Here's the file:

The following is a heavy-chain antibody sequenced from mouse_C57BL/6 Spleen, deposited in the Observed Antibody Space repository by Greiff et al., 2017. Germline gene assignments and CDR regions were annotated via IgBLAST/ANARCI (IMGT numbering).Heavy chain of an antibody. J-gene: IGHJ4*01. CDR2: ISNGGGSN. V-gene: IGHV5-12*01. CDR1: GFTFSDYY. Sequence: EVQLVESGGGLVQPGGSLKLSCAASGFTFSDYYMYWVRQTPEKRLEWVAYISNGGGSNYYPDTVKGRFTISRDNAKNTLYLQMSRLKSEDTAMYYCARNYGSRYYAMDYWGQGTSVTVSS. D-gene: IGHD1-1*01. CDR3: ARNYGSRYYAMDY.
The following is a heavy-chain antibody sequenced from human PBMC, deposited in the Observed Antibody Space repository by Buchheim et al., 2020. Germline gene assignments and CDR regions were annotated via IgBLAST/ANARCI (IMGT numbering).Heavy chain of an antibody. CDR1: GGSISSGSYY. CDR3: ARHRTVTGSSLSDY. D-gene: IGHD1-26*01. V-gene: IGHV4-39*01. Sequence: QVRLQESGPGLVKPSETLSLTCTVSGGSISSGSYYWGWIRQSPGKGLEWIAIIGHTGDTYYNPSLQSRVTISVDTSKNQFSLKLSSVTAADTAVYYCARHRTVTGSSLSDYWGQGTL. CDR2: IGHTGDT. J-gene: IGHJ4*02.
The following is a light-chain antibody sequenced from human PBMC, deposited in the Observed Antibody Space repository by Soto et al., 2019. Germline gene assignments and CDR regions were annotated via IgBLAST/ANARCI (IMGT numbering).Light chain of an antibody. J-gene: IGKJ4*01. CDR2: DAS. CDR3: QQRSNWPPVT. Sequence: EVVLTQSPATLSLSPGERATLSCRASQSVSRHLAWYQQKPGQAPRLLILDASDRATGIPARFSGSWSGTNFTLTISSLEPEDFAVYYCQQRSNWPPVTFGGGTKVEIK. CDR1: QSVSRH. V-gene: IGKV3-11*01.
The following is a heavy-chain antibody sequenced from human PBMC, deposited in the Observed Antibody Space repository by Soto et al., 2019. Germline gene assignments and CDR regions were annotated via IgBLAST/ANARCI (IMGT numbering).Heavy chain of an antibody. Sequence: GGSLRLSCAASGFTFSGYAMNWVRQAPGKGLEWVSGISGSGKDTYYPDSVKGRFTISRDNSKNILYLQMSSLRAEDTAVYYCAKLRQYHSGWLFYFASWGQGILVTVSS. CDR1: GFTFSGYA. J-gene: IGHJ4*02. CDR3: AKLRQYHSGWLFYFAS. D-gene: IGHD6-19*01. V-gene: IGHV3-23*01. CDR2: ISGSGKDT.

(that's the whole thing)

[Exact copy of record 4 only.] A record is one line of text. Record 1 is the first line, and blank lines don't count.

The following is a heavy-chain antibody sequenced from human PBMC, deposited in the Observed Antibody Space repository by Soto et al., 2019. Germline gene assignments and CDR regions were annotated via IgBLAST/ANARCI (IMGT numbering).Heavy chain of an antibody. Sequence: GGSLRLSCAASGFTFSGYAMNWVRQAPGKGLEWVSGISGSGKDTYYPDSVKGRFTISRDNSKNILYLQMSSLRAEDTAVYYCAKLRQYHSGWLFYFASWGQGILVTVSS. CDR1: GFTFSGYA. J-gene: IGHJ4*02. CDR3: AKLRQYHSGWLFYFAS. D-gene: IGHD6-19*01. V-gene: IGHV3-23*01. CDR2: ISGSGKDT.